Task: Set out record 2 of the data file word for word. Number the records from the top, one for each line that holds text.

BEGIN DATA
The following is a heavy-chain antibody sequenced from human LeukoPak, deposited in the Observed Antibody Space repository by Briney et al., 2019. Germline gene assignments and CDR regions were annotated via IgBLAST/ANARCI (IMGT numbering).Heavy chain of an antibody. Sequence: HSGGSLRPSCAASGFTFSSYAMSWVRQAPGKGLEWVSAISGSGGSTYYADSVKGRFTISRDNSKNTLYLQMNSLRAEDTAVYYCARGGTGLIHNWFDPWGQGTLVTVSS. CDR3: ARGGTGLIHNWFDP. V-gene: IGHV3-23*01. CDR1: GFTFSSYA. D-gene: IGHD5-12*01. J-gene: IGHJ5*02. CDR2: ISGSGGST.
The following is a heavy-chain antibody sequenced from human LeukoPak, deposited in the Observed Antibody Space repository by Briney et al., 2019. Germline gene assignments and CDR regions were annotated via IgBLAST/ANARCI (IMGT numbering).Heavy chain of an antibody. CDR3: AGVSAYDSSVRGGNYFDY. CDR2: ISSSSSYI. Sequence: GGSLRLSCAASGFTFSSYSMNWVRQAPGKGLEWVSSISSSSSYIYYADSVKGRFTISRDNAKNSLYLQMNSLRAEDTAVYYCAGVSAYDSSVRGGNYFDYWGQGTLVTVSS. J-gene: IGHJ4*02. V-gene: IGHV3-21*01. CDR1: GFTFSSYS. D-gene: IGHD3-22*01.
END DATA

The following is a heavy-chain antibody sequenced from human LeukoPak, deposited in the Observed Antibody Space repository by Briney et al., 2019. Germline gene assignments and CDR regions were annotated via IgBLAST/ANARCI (IMGT numbering).Heavy chain of an antibody. CDR3: AGVSAYDSSVRGGNYFDY. CDR2: ISSSSSYI. Sequence: GGSLRLSCAASGFTFSSYSMNWVRQAPGKGLEWVSSISSSSSYIYYADSVKGRFTISRDNAKNSLYLQMNSLRAEDTAVYYCAGVSAYDSSVRGGNYFDYWGQGTLVTVSS. J-gene: IGHJ4*02. V-gene: IGHV3-21*01. CDR1: GFTFSSYS. D-gene: IGHD3-22*01.